Officials in several Ukrainian cities have refused to accept the outcome of Sunday's presidential election.
Yushchenko supporters held rallies in the city of Lviv as well as Kiev
Tens of thousands of protesters have rallied to contest the official victory for Prime Minister Viktor Yanukovych, amid Western concern over the vote.
Opposition challenger Viktor Yushchenko has told supporters to stage a civil disobedience campaign.
But central security authorities are warning that they are ready to put down any lawlessness "quickly and firmly".
"We appeal to the organisers of mass protests to assume responsibility for their possible consequences," the prosecutor general and the interior ministry said in a statement.
The central electoral commission said that, with more than 99% of the vote counted, Mr Yanukovych had 49.4% of ballots while Mr Yushchenko had 46.7%.
But the opposition says it has recorded many thousands of irregularities - including very high turnouts in government strongholds.
By late evening on Monday, thousands of opposition supporters had left Kiev's Independence Square after demonstrating for more than 12 hours. But several hundred people planned to spend the night in tents in the area.
The opposition told people come back on Tuesday morning for a protest outside parliament, when MPs are due to discuss the contested election result.
The US state department said it was "deeply concerned" about the election and threatened to review its relations with Ukraine if the government failed to investigate the allegations of election fraud.
"Should, in the final analysis, this election prove to be fundamentally flawed and tarnished, we would certainly need to review our relations with the Ukraine and consider further steps against individuals who had engaged in fraud," spokesman Adam Ereli said.
Mr Yushchenko, seen as the pro-Western candidate, earlier told his supporters in the capital not to leave their rally "until victory".
"We are launching an organised movement of civil resistance," he said, denouncing what he called the "total falsification" of the vote, which followed days of acrimonious wrangling over the results of the first round.
Imprisoned twice in his youth
Former governor of industrial Donetsk region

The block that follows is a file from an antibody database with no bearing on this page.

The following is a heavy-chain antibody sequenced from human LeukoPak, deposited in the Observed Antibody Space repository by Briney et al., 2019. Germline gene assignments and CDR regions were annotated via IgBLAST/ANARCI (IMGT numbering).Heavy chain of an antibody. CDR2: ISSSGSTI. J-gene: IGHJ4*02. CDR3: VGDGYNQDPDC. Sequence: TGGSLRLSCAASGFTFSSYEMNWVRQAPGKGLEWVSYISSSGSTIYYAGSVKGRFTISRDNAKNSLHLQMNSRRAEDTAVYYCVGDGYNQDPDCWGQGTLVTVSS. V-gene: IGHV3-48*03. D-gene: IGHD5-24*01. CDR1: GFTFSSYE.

Raised pensions and public sector pay before election
Would make Russian second official language and allow dual citizenship
An economist and former central banker
Has an American wife
Promises to fight corruption, create five million jobs and pursue free market reforms
Would seek deeper relations with Europe and the West
Kiev city council refused to recognise the results, and urged parliament to follow suit.
Thousands of people also turned onto the streets in the western city of Lviv, where the city council said it would only take orders from Mr Yushchenko.
Three other cities in opposition strongholds in western Ukraine have said they considered the opposition candidate the legal president.
The city councils' move is likely to be seen as a symbolic moral victory for the opposition - although the councils have much less power than the central authorities, observers say.
Mr Yanukovych has called for national unity and criticised the call for public protests.
"This small group of radicals has taken upon itself the goal of
splitting Ukraine," he said in comments reported by AP news agency.
Observers for the Organisation for Security and Cooperation in Europe (OSCE) said Sunday's run-off vote fell far short of European democratic norms.
The organisation, which also reported serious irregularities in the first round, said violations included a continuing "media bias" in favour of Mr Yanukovych and intimidation of observers and voters.
The US' official observer, Senator Richard Lugar, alleged "concerted and forceful" fraud and the EU called on Ukraine to review the election.
However, Moscow, which backed Prime Minister Yanukovych, recognised the result.
Exit polls earlier suggested that Mr Yushchenko had been on course for victory with a lead of at least six percentage points.
His supporters say they do not believe the official turnout figure of 96% in eastern Ukraine.
During the campaign, Mr Yushchenko, prime minister between 1999 and 2001, claimed to have been the victim of intimidation and dirty tricks, including an alleged poisoning attempt.
His critics portray him as an American puppet who will do anything to gain power, including inciting civil unrest.